“I know they were in their work session the other day, and it still sounds like they’re trying to figure that out,” said Sylva Commissioner Ben Guiney during a town meeting held Thursday, Sept. 10. “I would like to a request that in the meantime until they figure out what’s going on with their plaque that they agree to immediately cover up the Confederate flag, stars and bars, and ‘Our Heroes of the Confederacy.’ I don’t care if it’s cardboard or whatever, but put something over there because that’s what they agreed to and they have taken no action up until this time.”
Sylva Commissioner David Nestler stated his support for that request, while Mayor Lynda Sossamon emphasized the need to respect the county and its process in this situation.
“I would just like to say we need to have faith in the commissioners of Jackson County that they are going to do what they said and give them the time to do it correctly,” said Sossamon.
A public nuisance?
The conversation was the result of an agenda item Nestler had put forward requesting that the town consider declaring the monument a public nuisance. He first brought the topic up during the board’s Aug. 27 meeting, stating that there have been assaults and threats occurring in the statue area and that it’s the county’s responsibility to ensure that its property doesn’t become a risk to public safety. The purpose of the public nuisance declaration, Nestler said, would be to get the issue “in the books,” so that if such acts continue to occur in the future, “then we have a way to keep our community safe by pursuing action for the forfeiture of that property.”
By the Sept. 10 meeting, however, Nestler had changed his mind. The law requires property owners to make a “good faith effort” to abate nuisances on their land, and the fencing and security personnel the county has put up around the area likely meet that standard, he said.
“I think at this point it’s probably unnecessary to declare it a nuisance because they have taken steps to abate it,” said Nestler. “Now, I’d kind of like us to keep an eye on that. And if the communication of threats stop, and no more assaults occur then I think it’s been abated.”
However, said Nestler, if the issues continue the town might have to revisit the public nuisance declaration.
Sylva Police Chief Chris Hatton said his department has been called to only one incident in the statue area since the issue heated up. In that incident, which occurred on Aug. 5, a man called a woman an “ashtray” and flipped a lit cigarette butt toward her, hitting her in the head. The victim knew the perpetrator’s identity and so was able to go directly to the magistrate judge without police filing an assault charge, Hatton said.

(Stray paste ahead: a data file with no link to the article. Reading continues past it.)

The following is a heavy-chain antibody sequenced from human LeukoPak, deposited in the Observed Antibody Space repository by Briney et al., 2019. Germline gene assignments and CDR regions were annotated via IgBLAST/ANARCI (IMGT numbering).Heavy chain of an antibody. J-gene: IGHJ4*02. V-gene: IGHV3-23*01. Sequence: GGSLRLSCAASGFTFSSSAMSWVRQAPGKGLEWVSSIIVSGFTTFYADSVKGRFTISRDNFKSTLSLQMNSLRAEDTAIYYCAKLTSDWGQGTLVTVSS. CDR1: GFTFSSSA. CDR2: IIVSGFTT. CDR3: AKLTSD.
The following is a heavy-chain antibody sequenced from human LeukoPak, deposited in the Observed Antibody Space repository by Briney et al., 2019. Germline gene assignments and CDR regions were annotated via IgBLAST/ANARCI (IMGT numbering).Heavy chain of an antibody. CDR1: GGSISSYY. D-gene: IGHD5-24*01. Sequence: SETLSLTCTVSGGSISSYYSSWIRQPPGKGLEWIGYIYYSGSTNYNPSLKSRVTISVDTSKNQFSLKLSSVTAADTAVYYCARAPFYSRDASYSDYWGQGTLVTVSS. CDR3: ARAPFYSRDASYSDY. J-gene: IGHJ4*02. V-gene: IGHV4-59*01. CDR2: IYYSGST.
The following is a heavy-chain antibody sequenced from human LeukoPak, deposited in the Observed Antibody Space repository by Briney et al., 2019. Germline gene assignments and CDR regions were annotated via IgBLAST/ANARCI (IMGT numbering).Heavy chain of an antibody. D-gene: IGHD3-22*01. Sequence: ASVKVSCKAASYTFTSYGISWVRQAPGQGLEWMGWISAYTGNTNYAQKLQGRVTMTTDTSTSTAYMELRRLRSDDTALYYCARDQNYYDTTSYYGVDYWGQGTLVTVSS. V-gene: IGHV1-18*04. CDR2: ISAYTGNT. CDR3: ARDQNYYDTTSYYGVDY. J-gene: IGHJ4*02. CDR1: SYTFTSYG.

In addition, he said, he has received reports of “online social media language that individuals indicate that they are perceiving as threats,” but none of those incidents have met the legal requirement for prosecution, Hatton said.
“Apart from protests/demonstrations where opposing sides were becoming agitated with each other, to my knowledge we have had no reports of assaults or communication of threats filed with our office,” said Jackson County Sheriff’s Office Major Shannon Queen. “However, this would be a misdemeanor charge likely and victims could seek their own charges from the magistrate without completing a report with our office.”
In a 4-1 vote Aug. 4, county commissioners decided to remove the Confederate flag and the words “Our Heroes of the Confederacy” from the base of the statue, which depicts an unnamed Confederate solider and was erected in 1915 using donations from community members. The vote came in response to a resolution from the town asking the county to relocate the statue outside town limits, due to outcry from some community members who see the statue as glorifying the Confederacy and White supremacy. Commissioners denied the request, citing a state law that restricts the removal and relocation of public monuments, deciding to alter the statue instead.